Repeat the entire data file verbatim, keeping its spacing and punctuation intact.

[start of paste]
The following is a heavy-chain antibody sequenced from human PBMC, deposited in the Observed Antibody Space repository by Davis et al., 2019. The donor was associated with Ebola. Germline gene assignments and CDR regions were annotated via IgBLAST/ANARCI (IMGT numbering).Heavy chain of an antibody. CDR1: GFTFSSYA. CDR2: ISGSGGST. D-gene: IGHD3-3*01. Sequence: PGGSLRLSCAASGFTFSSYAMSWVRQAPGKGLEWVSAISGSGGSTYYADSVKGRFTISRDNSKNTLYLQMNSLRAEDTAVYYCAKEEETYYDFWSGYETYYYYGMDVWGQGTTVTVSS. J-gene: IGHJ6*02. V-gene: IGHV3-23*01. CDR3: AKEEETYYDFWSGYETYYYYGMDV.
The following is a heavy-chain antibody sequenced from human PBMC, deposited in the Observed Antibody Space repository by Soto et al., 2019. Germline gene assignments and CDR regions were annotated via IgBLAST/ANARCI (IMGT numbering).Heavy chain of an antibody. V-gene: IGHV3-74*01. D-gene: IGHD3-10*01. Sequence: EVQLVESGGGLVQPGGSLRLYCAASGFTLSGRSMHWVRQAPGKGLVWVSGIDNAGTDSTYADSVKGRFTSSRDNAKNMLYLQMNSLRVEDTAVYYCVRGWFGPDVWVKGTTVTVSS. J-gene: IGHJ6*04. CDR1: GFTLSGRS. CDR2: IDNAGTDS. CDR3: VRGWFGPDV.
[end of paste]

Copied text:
The following is a heavy-chain antibody sequenced from human PBMC, deposited in the Observed Antibody Space repository by Davis et al., 2019. The donor was associated with Ebola. Germline gene assignments and CDR regions were annotated via IgBLAST/ANARCI (IMGT numbering).Heavy chain of an antibody. CDR1: GFTFSSYA. CDR2: ISGSGGST. D-gene: IGHD3-3*01. Sequence: PGGSLRLSCAASGFTFSSYAMSWVRQAPGKGLEWVSAISGSGGSTYYADSVKGRFTISRDNSKNTLYLQMNSLRAEDTAVYYCAKEEETYYDFWSGYETYYYYGMDVWGQGTTVTVSS. J-gene: IGHJ6*02. V-gene: IGHV3-23*01. CDR3: AKEEETYYDFWSGYETYYYYGMDV.
The following is a heavy-chain antibody sequenced from human PBMC, deposited in the Observed Antibody Space repository by Soto et al., 2019. Germline gene assignments and CDR regions were annotated via IgBLAST/ANARCI (IMGT numbering).Heavy chain of an antibody. V-gene: IGHV3-74*01. D-gene: IGHD3-10*01. Sequence: EVQLVESGGGLVQPGGSLRLYCAASGFTLSGRSMHWVRQAPGKGLVWVSGIDNAGTDSTYADSVKGRFTSSRDNAKNMLYLQMNSLRVEDTAVYYCVRGWFGPDVWVKGTTVTVSS. J-gene: IGHJ6*04. CDR1: GFTLSGRS. CDR2: IDNAGTDS. CDR3: VRGWFGPDV.